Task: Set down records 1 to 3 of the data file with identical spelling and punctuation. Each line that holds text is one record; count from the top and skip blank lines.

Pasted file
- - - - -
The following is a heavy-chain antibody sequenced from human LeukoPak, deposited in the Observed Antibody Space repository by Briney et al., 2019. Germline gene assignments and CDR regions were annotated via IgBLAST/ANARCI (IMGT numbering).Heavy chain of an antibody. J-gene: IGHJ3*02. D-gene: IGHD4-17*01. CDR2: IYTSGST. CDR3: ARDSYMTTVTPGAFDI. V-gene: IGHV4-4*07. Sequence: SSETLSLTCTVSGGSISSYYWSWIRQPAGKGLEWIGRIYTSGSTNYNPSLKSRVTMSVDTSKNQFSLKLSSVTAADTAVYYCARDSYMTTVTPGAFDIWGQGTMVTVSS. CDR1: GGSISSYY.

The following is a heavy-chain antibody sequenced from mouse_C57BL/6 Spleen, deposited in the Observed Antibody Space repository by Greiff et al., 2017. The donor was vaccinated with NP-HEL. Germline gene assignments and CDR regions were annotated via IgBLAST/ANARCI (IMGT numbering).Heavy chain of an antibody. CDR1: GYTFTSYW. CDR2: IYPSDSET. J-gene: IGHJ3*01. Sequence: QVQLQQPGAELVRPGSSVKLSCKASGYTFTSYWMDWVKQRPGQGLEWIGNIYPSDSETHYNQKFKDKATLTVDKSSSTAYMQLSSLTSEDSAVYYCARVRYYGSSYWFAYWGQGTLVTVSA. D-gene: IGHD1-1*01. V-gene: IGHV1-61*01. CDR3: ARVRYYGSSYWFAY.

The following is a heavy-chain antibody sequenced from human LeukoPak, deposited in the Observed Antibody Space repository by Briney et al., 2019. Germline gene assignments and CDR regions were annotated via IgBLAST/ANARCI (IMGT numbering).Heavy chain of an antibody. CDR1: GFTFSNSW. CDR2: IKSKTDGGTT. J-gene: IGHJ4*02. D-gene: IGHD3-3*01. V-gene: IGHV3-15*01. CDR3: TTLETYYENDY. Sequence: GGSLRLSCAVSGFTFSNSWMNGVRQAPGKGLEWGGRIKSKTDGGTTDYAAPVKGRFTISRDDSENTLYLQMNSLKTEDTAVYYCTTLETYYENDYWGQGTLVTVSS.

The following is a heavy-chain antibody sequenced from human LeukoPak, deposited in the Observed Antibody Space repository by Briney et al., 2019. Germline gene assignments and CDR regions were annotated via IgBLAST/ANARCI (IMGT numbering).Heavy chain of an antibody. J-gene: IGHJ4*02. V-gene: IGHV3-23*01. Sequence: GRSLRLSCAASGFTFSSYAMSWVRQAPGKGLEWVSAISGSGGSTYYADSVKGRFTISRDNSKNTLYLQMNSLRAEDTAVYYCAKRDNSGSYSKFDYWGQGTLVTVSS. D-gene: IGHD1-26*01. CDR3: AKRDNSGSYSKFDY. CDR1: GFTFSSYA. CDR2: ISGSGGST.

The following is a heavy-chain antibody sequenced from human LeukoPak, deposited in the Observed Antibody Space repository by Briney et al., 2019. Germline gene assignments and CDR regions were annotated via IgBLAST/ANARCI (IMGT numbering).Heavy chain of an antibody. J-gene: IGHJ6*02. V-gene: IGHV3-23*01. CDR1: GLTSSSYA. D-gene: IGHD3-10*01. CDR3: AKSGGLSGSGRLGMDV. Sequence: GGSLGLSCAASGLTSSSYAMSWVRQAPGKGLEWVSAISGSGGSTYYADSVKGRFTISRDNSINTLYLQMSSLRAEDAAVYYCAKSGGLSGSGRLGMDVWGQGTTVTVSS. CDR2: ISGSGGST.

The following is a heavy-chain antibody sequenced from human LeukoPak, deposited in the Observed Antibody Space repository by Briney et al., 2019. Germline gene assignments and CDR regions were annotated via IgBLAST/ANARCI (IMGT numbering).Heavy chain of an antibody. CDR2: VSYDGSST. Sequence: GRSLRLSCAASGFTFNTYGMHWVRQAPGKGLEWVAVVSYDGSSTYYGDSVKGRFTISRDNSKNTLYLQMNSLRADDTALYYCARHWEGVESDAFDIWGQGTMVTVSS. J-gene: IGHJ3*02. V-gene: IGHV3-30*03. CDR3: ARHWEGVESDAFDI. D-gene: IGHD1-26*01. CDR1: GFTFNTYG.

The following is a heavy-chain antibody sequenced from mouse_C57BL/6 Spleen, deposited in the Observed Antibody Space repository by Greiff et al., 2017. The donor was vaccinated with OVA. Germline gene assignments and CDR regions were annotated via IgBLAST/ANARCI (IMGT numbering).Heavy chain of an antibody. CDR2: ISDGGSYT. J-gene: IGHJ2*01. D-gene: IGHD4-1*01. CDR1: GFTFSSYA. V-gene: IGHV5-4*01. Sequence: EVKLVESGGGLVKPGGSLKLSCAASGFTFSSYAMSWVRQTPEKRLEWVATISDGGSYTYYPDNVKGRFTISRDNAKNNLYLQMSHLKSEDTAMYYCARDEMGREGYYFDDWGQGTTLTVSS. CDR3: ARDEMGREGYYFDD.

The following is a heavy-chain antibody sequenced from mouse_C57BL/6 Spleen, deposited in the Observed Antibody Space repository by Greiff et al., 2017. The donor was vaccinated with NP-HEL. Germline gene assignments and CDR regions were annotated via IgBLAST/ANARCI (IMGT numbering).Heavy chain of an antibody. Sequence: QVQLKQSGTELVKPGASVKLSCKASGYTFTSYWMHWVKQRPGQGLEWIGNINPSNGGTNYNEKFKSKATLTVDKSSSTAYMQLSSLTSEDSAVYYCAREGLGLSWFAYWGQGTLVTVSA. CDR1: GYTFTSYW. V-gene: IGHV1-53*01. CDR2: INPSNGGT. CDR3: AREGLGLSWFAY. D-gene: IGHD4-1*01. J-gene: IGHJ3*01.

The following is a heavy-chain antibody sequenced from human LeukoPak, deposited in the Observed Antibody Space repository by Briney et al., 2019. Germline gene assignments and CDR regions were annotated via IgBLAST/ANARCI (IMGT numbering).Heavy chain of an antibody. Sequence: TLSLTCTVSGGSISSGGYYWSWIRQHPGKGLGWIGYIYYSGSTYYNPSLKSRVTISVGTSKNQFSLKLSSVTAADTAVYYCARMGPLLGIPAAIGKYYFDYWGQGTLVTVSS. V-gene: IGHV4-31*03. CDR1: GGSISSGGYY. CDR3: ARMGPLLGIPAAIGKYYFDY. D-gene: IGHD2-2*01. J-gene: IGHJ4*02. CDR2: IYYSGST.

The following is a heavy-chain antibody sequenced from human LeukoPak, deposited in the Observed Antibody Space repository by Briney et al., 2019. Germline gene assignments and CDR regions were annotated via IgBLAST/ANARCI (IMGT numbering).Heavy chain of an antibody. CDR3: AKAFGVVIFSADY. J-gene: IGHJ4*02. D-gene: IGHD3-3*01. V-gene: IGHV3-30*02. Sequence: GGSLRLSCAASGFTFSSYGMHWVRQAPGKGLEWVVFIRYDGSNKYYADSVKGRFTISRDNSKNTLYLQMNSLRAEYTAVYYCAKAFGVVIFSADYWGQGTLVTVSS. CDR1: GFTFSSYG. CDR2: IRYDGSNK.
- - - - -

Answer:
The following is a heavy-chain antibody sequenced from human LeukoPak, deposited in the Observed Antibody Space repository by Briney et al., 2019. Germline gene assignments and CDR regions were annotated via IgBLAST/ANARCI (IMGT numbering).Heavy chain of an antibody. J-gene: IGHJ3*02. D-gene: IGHD4-17*01. CDR2: IYTSGST. CDR3: ARDSYMTTVTPGAFDI. V-gene: IGHV4-4*07. Sequence: SSETLSLTCTVSGGSISSYYWSWIRQPAGKGLEWIGRIYTSGSTNYNPSLKSRVTMSVDTSKNQFSLKLSSVTAADTAVYYCARDSYMTTVTPGAFDIWGQGTMVTVSS. CDR1: GGSISSYY.

The following is a heavy-chain antibody sequenced from mouse_C57BL/6 Spleen, deposited in the Observed Antibody Space repository by Greiff et al., 2017. The donor was vaccinated with NP-HEL. Germline gene assignments and CDR regions were annotated via IgBLAST/ANARCI (IMGT numbering).Heavy chain of an antibody. CDR1: GYTFTSYW. CDR2: IYPSDSET. J-gene: IGHJ3*01. Sequence: QVQLQQPGAELVRPGSSVKLSCKASGYTFTSYWMDWVKQRPGQGLEWIGNIYPSDSETHYNQKFKDKATLTVDKSSSTAYMQLSSLTSEDSAVYYCARVRYYGSSYWFAYWGQGTLVTVSA. D-gene: IGHD1-1*01. V-gene: IGHV1-61*01. CDR3: ARVRYYGSSYWFAY.

The following is a heavy-chain antibody sequenced from human LeukoPak, deposited in the Observed Antibody Space repository by Briney et al., 2019. Germline gene assignments and CDR regions were annotated via IgBLAST/ANARCI (IMGT numbering).Heavy chain of an antibody. CDR1: GFTFSNSW. CDR2: IKSKTDGGTT. J-gene: IGHJ4*02. D-gene: IGHD3-3*01. V-gene: IGHV3-15*01. CDR3: TTLETYYENDY. Sequence: GGSLRLSCAVSGFTFSNSWMNGVRQAPGKGLEWGGRIKSKTDGGTTDYAAPVKGRFTISRDDSENTLYLQMNSLKTEDTAVYYCTTLETYYENDYWGQGTLVTVSS.